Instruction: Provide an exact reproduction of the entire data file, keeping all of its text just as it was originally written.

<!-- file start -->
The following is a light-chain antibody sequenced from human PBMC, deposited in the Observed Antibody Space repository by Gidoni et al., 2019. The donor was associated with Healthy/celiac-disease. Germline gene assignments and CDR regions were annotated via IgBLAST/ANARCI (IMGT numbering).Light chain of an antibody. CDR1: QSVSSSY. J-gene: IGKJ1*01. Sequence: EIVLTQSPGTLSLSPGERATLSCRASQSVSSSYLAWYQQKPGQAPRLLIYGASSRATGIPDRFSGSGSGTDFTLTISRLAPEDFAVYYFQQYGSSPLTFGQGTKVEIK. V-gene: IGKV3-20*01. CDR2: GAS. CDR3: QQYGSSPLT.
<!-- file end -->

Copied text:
The following is a light-chain antibody sequenced from human PBMC, deposited in the Observed Antibody Space repository by Gidoni et al., 2019. The donor was associated with Healthy/celiac-disease. Germline gene assignments and CDR regions were annotated via IgBLAST/ANARCI (IMGT numbering).Light chain of an antibody. CDR1: QSVSSSY. J-gene: IGKJ1*01. Sequence: EIVLTQSPGTLSLSPGERATLSCRASQSVSSSYLAWYQQKPGQAPRLLIYGASSRATGIPDRFSGSGSGTDFTLTISRLAPEDFAVYYFQQYGSSPLTFGQGTKVEIK. V-gene: IGKV3-20*01. CDR2: GAS. CDR3: QQYGSSPLT.